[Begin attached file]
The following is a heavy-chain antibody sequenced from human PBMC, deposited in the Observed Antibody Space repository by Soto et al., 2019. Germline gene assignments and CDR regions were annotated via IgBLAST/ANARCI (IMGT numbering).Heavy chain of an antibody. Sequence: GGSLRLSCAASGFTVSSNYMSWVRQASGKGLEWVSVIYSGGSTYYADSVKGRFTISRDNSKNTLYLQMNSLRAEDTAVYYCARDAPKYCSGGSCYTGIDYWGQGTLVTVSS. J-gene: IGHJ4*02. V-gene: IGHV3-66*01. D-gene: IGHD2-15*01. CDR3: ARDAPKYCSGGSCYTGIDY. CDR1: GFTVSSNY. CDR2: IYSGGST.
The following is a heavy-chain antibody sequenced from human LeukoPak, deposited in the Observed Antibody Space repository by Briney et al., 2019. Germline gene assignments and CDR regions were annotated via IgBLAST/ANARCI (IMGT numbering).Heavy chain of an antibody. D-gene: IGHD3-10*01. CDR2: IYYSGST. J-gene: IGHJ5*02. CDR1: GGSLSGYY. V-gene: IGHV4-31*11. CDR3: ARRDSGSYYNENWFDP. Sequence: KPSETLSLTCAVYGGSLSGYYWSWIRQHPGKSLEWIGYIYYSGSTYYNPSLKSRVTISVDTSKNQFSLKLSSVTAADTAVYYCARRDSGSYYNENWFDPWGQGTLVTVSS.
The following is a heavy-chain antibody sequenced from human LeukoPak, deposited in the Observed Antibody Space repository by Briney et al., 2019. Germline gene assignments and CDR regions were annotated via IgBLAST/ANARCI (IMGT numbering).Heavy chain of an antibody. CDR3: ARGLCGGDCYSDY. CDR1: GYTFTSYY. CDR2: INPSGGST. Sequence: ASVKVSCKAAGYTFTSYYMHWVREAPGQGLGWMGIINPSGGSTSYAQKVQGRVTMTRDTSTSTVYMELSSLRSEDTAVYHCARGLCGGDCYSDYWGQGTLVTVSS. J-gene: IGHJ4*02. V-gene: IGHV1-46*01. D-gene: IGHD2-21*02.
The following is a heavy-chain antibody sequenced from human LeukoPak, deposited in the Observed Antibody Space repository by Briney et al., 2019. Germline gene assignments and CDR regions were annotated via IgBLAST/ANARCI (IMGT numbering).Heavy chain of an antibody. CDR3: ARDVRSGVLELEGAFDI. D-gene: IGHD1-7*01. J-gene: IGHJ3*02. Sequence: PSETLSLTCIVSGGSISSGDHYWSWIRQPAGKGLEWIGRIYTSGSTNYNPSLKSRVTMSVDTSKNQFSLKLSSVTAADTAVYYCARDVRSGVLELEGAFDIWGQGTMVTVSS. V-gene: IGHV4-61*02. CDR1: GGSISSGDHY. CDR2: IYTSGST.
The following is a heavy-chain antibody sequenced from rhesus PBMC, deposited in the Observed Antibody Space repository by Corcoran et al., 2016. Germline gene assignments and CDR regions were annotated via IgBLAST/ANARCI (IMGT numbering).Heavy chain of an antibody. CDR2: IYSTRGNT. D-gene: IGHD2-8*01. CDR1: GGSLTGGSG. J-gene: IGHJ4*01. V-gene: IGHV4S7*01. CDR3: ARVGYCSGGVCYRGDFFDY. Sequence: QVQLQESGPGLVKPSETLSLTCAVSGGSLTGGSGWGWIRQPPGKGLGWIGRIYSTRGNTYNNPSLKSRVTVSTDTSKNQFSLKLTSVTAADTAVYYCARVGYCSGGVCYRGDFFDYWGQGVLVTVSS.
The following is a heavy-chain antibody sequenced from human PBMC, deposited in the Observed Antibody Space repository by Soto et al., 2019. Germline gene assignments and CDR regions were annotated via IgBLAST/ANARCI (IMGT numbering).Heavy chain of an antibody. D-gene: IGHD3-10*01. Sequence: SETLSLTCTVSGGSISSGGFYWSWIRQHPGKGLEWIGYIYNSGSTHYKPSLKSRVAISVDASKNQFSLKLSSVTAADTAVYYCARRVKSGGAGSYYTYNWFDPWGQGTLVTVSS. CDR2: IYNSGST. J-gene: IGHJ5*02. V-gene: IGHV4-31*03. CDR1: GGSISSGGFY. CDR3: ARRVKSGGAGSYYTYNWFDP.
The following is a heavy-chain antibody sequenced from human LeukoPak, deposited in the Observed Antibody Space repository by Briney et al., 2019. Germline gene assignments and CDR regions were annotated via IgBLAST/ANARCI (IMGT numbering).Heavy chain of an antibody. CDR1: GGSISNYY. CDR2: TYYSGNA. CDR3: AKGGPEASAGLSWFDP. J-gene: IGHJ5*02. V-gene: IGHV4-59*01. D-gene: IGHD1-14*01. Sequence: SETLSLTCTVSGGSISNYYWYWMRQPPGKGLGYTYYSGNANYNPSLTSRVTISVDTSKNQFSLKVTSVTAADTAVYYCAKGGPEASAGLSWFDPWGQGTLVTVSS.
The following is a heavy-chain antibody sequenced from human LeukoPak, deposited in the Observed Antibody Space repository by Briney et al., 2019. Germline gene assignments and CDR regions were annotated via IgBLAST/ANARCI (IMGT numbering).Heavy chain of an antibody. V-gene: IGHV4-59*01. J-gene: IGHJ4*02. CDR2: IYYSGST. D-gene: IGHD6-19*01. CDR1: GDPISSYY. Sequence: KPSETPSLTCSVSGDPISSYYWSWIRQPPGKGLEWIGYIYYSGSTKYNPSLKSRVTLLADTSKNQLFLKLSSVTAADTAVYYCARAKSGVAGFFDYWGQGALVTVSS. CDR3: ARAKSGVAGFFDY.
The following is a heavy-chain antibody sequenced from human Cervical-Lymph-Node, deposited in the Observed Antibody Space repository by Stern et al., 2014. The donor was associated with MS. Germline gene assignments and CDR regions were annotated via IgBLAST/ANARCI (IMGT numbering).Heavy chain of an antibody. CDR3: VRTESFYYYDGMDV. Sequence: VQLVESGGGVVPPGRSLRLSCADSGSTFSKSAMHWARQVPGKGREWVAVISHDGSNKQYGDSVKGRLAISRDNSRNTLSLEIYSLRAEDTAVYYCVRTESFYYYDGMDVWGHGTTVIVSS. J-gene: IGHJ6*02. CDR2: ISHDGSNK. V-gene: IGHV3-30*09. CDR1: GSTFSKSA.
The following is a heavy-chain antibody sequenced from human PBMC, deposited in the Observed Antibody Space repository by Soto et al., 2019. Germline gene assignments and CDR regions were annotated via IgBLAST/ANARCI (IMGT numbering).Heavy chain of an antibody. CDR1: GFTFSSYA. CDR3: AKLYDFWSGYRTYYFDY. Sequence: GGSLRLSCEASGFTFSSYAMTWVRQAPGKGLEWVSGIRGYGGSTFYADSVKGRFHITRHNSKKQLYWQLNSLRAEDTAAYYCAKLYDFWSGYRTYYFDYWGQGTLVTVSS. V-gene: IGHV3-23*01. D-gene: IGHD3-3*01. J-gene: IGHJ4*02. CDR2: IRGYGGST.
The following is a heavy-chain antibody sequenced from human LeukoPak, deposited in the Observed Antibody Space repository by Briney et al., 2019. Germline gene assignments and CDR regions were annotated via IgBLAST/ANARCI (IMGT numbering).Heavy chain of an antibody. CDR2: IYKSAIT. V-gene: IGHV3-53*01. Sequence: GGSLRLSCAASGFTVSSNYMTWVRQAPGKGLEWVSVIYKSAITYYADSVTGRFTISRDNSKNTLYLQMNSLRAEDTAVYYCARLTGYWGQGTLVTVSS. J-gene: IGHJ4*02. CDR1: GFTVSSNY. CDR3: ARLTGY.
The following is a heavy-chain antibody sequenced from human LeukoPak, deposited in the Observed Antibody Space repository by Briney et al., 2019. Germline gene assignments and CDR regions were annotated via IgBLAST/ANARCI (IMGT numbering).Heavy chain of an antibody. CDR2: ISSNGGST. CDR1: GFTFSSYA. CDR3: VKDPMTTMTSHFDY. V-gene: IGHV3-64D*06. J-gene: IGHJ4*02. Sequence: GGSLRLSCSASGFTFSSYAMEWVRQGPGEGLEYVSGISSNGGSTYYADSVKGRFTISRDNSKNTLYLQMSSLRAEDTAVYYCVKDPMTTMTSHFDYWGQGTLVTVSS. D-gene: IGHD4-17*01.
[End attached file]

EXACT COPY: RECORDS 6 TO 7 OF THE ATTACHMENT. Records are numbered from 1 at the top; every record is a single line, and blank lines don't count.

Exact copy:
The following is a heavy-chain antibody sequenced from human PBMC, deposited in the Observed Antibody Space repository by Soto et al., 2019. Germline gene assignments and CDR regions were annotated via IgBLAST/ANARCI (IMGT numbering).Heavy chain of an antibody. D-gene: IGHD3-10*01. Sequence: SETLSLTCTVSGGSISSGGFYWSWIRQHPGKGLEWIGYIYNSGSTHYKPSLKSRVAISVDASKNQFSLKLSSVTAADTAVYYCARRVKSGGAGSYYTYNWFDPWGQGTLVTVSS. CDR2: IYNSGST. J-gene: IGHJ5*02. V-gene: IGHV4-31*03. CDR1: GGSISSGGFY. CDR3: ARRVKSGGAGSYYTYNWFDP.
The following is a heavy-chain antibody sequenced from human LeukoPak, deposited in the Observed Antibody Space repository by Briney et al., 2019. Germline gene assignments and CDR regions were annotated via IgBLAST/ANARCI (IMGT numbering).Heavy chain of an antibody. CDR1: GGSISNYY. CDR2: TYYSGNA. CDR3: AKGGPEASAGLSWFDP. J-gene: IGHJ5*02. V-gene: IGHV4-59*01. D-gene: IGHD1-14*01. Sequence: SETLSLTCTVSGGSISNYYWYWMRQPPGKGLGYTYYSGNANYNPSLTSRVTISVDTSKNQFSLKVTSVTAADTAVYYCAKGGPEASAGLSWFDPWGQGTLVTVSS.